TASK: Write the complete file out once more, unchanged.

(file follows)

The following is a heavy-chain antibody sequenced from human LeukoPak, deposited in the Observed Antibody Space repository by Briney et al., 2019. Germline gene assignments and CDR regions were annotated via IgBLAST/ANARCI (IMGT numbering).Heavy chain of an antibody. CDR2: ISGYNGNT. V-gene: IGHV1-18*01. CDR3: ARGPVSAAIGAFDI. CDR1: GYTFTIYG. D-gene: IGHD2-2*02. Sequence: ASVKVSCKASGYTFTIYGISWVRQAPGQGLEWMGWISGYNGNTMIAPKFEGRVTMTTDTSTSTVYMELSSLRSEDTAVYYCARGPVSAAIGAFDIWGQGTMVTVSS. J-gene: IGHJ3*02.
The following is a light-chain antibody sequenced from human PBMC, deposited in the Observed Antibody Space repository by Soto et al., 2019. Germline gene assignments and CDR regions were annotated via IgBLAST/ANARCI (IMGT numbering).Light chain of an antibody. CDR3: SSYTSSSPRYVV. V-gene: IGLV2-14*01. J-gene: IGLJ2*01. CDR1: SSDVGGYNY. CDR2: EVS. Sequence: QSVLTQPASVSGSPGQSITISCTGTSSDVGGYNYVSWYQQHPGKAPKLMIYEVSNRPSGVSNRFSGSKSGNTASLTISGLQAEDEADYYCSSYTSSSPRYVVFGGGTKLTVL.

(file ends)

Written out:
The following is a heavy-chain antibody sequenced from human LeukoPak, deposited in the Observed Antibody Space repository by Briney et al., 2019. Germline gene assignments and CDR regions were annotated via IgBLAST/ANARCI (IMGT numbering).Heavy chain of an antibody. CDR2: ISGYNGNT. V-gene: IGHV1-18*01. CDR3: ARGPVSAAIGAFDI. CDR1: GYTFTIYG. D-gene: IGHD2-2*02. Sequence: ASVKVSCKASGYTFTIYGISWVRQAPGQGLEWMGWISGYNGNTMIAPKFEGRVTMTTDTSTSTVYMELSSLRSEDTAVYYCARGPVSAAIGAFDIWGQGTMVTVSS. J-gene: IGHJ3*02.
The following is a light-chain antibody sequenced from human PBMC, deposited in the Observed Antibody Space repository by Soto et al., 2019. Germline gene assignments and CDR regions were annotated via IgBLAST/ANARCI (IMGT numbering).Light chain of an antibody. CDR3: SSYTSSSPRYVV. V-gene: IGLV2-14*01. J-gene: IGLJ2*01. CDR1: SSDVGGYNY. CDR2: EVS. Sequence: QSVLTQPASVSGSPGQSITISCTGTSSDVGGYNYVSWYQQHPGKAPKLMIYEVSNRPSGVSNRFSGSKSGNTASLTISGLQAEDEADYYCSSYTSSSPRYVVFGGGTKLTVL.